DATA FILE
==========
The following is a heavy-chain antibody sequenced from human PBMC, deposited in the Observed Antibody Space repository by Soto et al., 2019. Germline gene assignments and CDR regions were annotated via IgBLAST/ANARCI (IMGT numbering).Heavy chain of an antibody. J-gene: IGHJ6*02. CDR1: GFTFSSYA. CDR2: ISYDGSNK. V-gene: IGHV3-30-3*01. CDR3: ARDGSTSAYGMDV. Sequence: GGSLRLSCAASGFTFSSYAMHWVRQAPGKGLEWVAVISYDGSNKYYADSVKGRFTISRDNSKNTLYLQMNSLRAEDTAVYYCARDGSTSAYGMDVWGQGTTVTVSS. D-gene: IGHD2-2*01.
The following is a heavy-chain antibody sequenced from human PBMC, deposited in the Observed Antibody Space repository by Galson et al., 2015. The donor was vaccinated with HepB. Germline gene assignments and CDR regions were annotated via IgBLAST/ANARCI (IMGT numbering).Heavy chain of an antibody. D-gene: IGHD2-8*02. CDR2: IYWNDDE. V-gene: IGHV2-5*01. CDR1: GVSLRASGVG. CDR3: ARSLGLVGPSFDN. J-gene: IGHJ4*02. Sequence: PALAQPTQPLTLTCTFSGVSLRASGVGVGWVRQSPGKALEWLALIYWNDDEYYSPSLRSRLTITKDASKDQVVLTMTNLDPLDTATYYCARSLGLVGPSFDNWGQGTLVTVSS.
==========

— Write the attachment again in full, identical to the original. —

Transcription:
The following is a heavy-chain antibody sequenced from human PBMC, deposited in the Observed Antibody Space repository by Soto et al., 2019. Germline gene assignments and CDR regions were annotated via IgBLAST/ANARCI (IMGT numbering).Heavy chain of an antibody. J-gene: IGHJ6*02. CDR1: GFTFSSYA. CDR2: ISYDGSNK. V-gene: IGHV3-30-3*01. CDR3: ARDGSTSAYGMDV. Sequence: GGSLRLSCAASGFTFSSYAMHWVRQAPGKGLEWVAVISYDGSNKYYADSVKGRFTISRDNSKNTLYLQMNSLRAEDTAVYYCARDGSTSAYGMDVWGQGTTVTVSS. D-gene: IGHD2-2*01.
The following is a heavy-chain antibody sequenced from human PBMC, deposited in the Observed Antibody Space repository by Galson et al., 2015. The donor was vaccinated with HepB. Germline gene assignments and CDR regions were annotated via IgBLAST/ANARCI (IMGT numbering).Heavy chain of an antibody. D-gene: IGHD2-8*02. CDR2: IYWNDDE. V-gene: IGHV2-5*01. CDR1: GVSLRASGVG. CDR3: ARSLGLVGPSFDN. J-gene: IGHJ4*02. Sequence: PALAQPTQPLTLTCTFSGVSLRASGVGVGWVRQSPGKALEWLALIYWNDDEYYSPSLRSRLTITKDASKDQVVLTMTNLDPLDTATYYCARSLGLVGPSFDNWGQGTLVTVSS.